Title: Talk of the Town
Author: Fred Khumalo
Publisher: Kwela Books
In this collection of short stories, Khumalo tackles the ideas of South African identity and of belonging by routinely detailing the particularities of South Africans – illustrating their ubuntu and simultaneously pulling apart the ideas that have given rise to xenophobia, bigotry and discrimination. There is a wide variety of characters: locals; those studying abroad; the ones married to foreigners; those driving luxury cars dressed in designer labels, and those with couches bought on hire purchase – all providing a multi-hued depiction of the varying microcosms of the wider nation. There is no shortage of carefully crafted descriptions or tales of black South Africa.
Reading Talk of the Town made it impossible to not think of the intersections of race, trauma, gender and the other. Throughout, I was routinely centering the black experience because it is one that I am familiar with and because I can. Black South African experience is explicitly rooted in pain and trauma, with feelings and realities that have not yet been resolved that manifest in a multitude of ways. Although this is my first book by Fred Khumalo, I like the complexity to his writing and despite pain and trauma being the underlying themes in almost all of his stories, there was never a time where he signposted the root of suffering – a skill I think African creatives across the globe are trying to fine-tune.
Everything is implied, everything is nuanced. Take for instance the story about black South African woman married to a Nigerian man. In the story, she is mistaken for a foreigner and subjected to verbal abuse as some men on the street proceed to cat-call and very explicitly outline what they want to do to her; unbeknownst to them, she understands every word. The men on the street, by no means authority figures, inadvertently become the gatekeepers to a ‘South African’ identity. Because she drives a nice car and wears designer clothes, her pain and trauma are less evident and thus her blackness is unfamiliar and incomparable to their own. Suddenly, she is other, and it becomes justified to explicitly and unapologetically cat-call her. Through this multi-layered form of storytelling, Khumalo completely teases and undermines the rigidity of identity and shows how its manipulation only produces reductionist binary outcomes: belonging or other.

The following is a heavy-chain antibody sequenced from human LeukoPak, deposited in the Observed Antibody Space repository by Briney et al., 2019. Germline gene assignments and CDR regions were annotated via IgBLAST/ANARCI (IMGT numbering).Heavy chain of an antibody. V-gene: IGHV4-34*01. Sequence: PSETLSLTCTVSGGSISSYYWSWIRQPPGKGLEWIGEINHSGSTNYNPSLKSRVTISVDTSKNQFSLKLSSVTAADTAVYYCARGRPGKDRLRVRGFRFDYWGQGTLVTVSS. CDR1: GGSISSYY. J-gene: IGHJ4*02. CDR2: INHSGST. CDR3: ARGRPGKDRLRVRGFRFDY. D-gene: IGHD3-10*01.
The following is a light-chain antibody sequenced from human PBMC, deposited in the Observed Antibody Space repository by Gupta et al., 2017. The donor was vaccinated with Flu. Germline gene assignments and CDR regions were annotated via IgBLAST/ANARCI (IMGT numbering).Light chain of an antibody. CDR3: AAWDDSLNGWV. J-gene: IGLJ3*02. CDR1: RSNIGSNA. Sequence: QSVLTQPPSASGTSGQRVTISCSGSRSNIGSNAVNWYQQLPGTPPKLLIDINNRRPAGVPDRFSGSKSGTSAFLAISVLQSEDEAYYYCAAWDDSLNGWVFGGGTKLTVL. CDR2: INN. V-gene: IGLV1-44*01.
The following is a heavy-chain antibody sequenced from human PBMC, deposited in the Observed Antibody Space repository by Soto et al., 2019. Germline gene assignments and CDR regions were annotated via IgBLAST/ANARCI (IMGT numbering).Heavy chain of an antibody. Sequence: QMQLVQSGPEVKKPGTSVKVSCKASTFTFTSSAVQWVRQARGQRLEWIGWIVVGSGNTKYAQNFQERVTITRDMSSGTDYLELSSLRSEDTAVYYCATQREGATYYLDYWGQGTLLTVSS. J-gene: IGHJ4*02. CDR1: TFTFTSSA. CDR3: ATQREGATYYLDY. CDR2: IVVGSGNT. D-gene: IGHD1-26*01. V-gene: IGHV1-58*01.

This book left me craving more – just as plots unravelled and characters developed, the author would abruptly end the chapter, leaving the reader with what felt like unfinished storylines. It also left me a little lighter – lighter because of the familiarity that comes with recognizing area names and food references. As someone who has spent a lifetime reading works that centre Western media, culture and norms, Khumalo tied me to such a diverse and realistic cast of stories and characters that I am almost scared to read any other stories of South African life – for fear that they won’t measure up to Talk of the Town. A surprisingly comforting read.
Mosa Naleli is a 19-year-old black creative. A college student unlearning the internalization of the two big ‘isms’ (racism and sexism), whilst re-learning what it means to unapologetically be herself. She is discovering her passion for African writers.